The reopening of the Tunisian-Libyan border in February 1988, after years of tensions between Tunisia’s then-president Habib Bourguiba and Libyan’s then-leader Mu‘ammar al-Qaddafi, gave the Tunisian city of Ben Gardan a central position as a trading hub near the border, through the border crossing of Ras Jedir. This route has been called the khat, or “the line.” During the 1990s, when Libya was under United Nations sanctions and an international embargo, Tunisian traders and smugglers exported food, construction materials, and pharmaceutical products to Libya and imported mainly refined fuel.
Following the suspension of the embargo in 1999, Libya became a regional hub for the import and reexport of goods to neighboring countries. Consumer goods, household appliances, textiles, and equipment were imported from Asia and reexported to Tunisia. Libyan oil was essential to Tunisia’s economy. Tunisian smugglers supplied Libya with prohibited commodities such as alcoholic beverages, while Libyan smugglers supplied Tunisia with tobacco.
Initially confined to southern Tunisia, the khat gradually spread to the country’s central regions as the flow of goods and equipment grew. This expansion was accompanied by a massive influx of vulnerable populations as revenues and wealth generated from cross-border trade attracted people from Tunisia’s center.
People in southeastern Tunisia refer to the khat as “khat Libya,” or the line to Libya.” This reflects the mental map of inhabitants, as those in the region have always been more dependent on Libya economically than they have on Tunis. Ben Gardan’s sense of being a crossroads is apparent in the names of several locations in the city. The main intersection is named the Carrefour of the Arab Maghreb. It reflects Ben Gardan’s attachment to the regional dimension of the city, which is a nexus through which people and goods pass.
The city’s identity as a regional hub connecting Algeria, Tunisia, and Libya is well anchored, and the city’s currency traders also play a role in money transfers from Algeria to Libya and beyond. Currency dealers are located on the main street of Ben Gardan, which the inhabitants call “Wall Street.” The city has more than 250 dealers, operating informally and tolerated by the authorities. This sense of being part of regional networks again explains why the central market of Ben Gardan is named nothing less than the Maghrebi Souq.
For decades, the informal cross-border trade has been a massive social and economic reality involving school dropouts, unemployed university graduates, and public employees looking for additional income. People in the region refer to such activity as “working on the khat.” This involves transporting goods, selling commodities, and selling fuel in illegal outlets along the road. From Gabes to Ben Gardan, dozens of illegal such outlets are present to service cars and trucks with illegally imported Libyan oil products. These places are indispensable in offering cheap fuel to consumers in impoverished southern Tunisia. As such, the authorities tolerate them.
Under former president Zein al-‘Abedin bin ‘Ali’s regime, the border economy was tightly regulated by the security services, which protected politically connected traders, smugglers, and currency dealers. This generated rent that was instrumental in maintaining the population under control. Bribes and protection fees collected by the security services allowed the regime to ensure the loyalty of the security apparatus. On the Libyan side, the Qaddafi regime used border resources to consolidate its power by coopting and privileging certain tribes and social groups over others. Only loyal tribes were allowed to participate in the border economy.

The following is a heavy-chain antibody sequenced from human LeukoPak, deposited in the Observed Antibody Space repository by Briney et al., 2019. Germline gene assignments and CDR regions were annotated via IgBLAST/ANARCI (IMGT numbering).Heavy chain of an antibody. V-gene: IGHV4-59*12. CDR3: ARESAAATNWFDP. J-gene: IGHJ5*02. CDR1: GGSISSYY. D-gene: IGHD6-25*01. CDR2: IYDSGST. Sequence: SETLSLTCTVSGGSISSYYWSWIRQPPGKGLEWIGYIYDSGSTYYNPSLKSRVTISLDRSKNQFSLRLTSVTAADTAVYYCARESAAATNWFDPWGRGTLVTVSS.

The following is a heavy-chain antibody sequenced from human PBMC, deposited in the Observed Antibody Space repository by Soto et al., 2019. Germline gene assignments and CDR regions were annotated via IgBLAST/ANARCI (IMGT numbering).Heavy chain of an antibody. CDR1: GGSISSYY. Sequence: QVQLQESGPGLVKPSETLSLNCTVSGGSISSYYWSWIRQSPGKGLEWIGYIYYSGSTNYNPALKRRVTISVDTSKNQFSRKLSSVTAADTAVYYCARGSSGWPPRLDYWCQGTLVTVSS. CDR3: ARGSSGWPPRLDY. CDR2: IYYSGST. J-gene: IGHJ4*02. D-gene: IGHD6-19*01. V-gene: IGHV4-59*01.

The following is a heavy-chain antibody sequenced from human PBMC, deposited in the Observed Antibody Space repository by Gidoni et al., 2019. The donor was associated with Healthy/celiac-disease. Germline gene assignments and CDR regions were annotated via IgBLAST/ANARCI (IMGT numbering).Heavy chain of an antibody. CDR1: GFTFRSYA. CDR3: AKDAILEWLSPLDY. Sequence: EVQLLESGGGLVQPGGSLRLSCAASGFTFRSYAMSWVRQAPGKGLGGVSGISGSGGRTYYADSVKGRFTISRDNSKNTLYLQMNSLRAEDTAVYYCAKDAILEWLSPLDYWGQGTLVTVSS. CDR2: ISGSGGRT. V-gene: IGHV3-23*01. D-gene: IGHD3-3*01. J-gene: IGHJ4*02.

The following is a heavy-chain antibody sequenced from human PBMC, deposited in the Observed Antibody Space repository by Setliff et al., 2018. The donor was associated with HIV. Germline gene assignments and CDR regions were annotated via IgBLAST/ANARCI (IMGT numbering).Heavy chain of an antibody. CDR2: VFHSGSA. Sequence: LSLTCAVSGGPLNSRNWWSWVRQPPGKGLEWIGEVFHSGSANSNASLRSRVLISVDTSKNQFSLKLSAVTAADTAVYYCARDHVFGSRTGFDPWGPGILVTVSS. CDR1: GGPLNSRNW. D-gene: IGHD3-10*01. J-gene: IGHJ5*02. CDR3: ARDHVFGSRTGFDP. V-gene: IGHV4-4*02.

The fall of the Bin Ali and Qaddafi regimes disrupted the border economy. Rivalries between armed groups in western Libya have been increasing and successive governments in Tripoli failed to gain control over the borders or regulate the competition over border resources. These armed groups have established checkpoints along the route to Ras Jedir aimed at increasing revenues through informal taxes and protection fees. Since 2014, Tunisian traders from Ben Gardan operating on the khat have faced the possibility of harsh treatment, the confiscation of their goods, kidnapping, and robbery.
Cross-border economic activity has been slowing down since 2016 because of the heavy disruption of Libyan supply chains. However, the gloomy economic and security situation in Libya is not the only factor negatively affecting the border economy. Since 2015, the Tunisian authorities have reinforced security along the border. The multiplication of terrorist attacks that year led the government to strengthen security measures by building a sand barrier lined by a trench that is 250 kilometers long, covering half the frontier between the two countries. A military buffer zone has also been created along the border, in which security forces are massively deployed. These measures have impacted heavily on smuggling networks and weakened supply chains on both sides of the frontier.
With the border becoming more dangerous, Libyan trucks loaded with extra tanks filled with fuel are the only option left to supply Ben Gardan with cheap fuel.
The end of the khat as a lifeline and the curtailment of smuggling operations are exacerbating tensions in this long-neglected region. Despite the mediation initiatives conducted by municipal councils on both sides of the border in 2018, with the purpose of reestablishing cross-border trade flows, the dynamism of the border economy seems lost. The offensive launched by Field Marshal Khalifa Haftar on Tripoli in April 2019 paralyzed western Libya, impacting the social and economic situation in Tunisia’s south. Though it benefited for decades from the passage of goods and other resources, the khat is also conducive to instability in times of conflict.